Key findings: Total efficiency varies significantly from U.S. port to U.S. port, driven in part by differing longshoremen work rules but also many other factors. The lack of a “single window” into inbound container processing info creates huge challenges, and it is extremely difficult for import DCs to deal with the sharp ebb and flow of the number of containers coming at them. As such, access to a pool of temp labor can be critical. Much more so than regular warehousing, import warehouses are dependent on managing a wide array of relationships (ports, drayage carriers, ports/terminals) to be effective, often using non-electronic means. If you can’t manage these relationships, it’s hard to be effective.

Laurie Copeland of Home Depot gave a nice presentation on the use of metrics to drive and improve 3PL performance. Home Depot had something of a mess of a 3PL strategy until a few years ago, characterized by a very decentralized operating environment and great variance in policies and results. Copeland and her team first developed a more integrated, standardized approach, and then started the use of a strong performance measurement system to drive and in some cases “partner” with 3PLs to improve results.

Some key takeaways: Home Depot has built a powerful dashboard to let its own team and the 3PLs see performance results along a number of key performance indicators. Somewhat unusually, the dashboard shows the performance of both 3PL-run and Home Depot run DCs within a category (cross dock facilities, etc.), availble to both sides. There are significant financial penalties and rewards built into the contract for 3PLs depending on whether they meet, exceed, or fail to achieve metric targets (fines and bonuses, if you will). When a 3PL fails to meet targets, Home Depot executes a standard, consistent “Process Improvement Program” with that 3PL provider to get the metric going back in the right direction.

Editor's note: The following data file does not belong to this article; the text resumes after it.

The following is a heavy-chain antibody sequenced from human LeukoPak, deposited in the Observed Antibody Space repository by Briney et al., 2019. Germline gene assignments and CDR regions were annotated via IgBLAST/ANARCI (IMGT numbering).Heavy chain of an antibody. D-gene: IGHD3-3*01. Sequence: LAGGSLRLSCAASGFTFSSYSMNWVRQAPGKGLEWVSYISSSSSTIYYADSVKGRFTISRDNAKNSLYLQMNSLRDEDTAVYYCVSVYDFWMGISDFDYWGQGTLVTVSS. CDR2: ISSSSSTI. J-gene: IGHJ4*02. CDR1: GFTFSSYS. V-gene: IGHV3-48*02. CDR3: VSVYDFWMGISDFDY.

I also very much enjoyed the roundtable discussion on global supply chain, moderated by Honeywell’s Jay Fortenberry, VP of Supply Chain Integration. He was prepared, highly experienced, and had some materials to drive the discussion. I heard a few of the other roundtables floundered a bit from a lack of strong direction by the moderator.

As we’ve noted many times before, it’s clear so many companies are still in the very early stages of global supply chain execution. Common themes from participants in this roundtable session: challenges from asking domestic buyers to suddenly start executing global supply chain programs, without the requisite expertise; the much greater level of disconnects in activities in global supply chains and a lack of internal communication; rising inventory levels; and the temptation to just say “Forget it” and let an outsourcing do it all.

My take on the last point: outsourcing should be the result of a strategic decision, not a panicked one, and you still have to be able to manage the outsourcers, lest you be shorn like a sheep.

Omer Rashid of KOM International did a very nice job of demonstrating the potential improvement in space utilization and labor cost savings that companies can achieve from digging into their data and reslotting their warehouses (including changes in storage modes). It’s clear to me many more companies could be benefitting from this. One issue for Rashid and it seemed most of the audience: finding slotting software that really worked well in “maintenance” mode.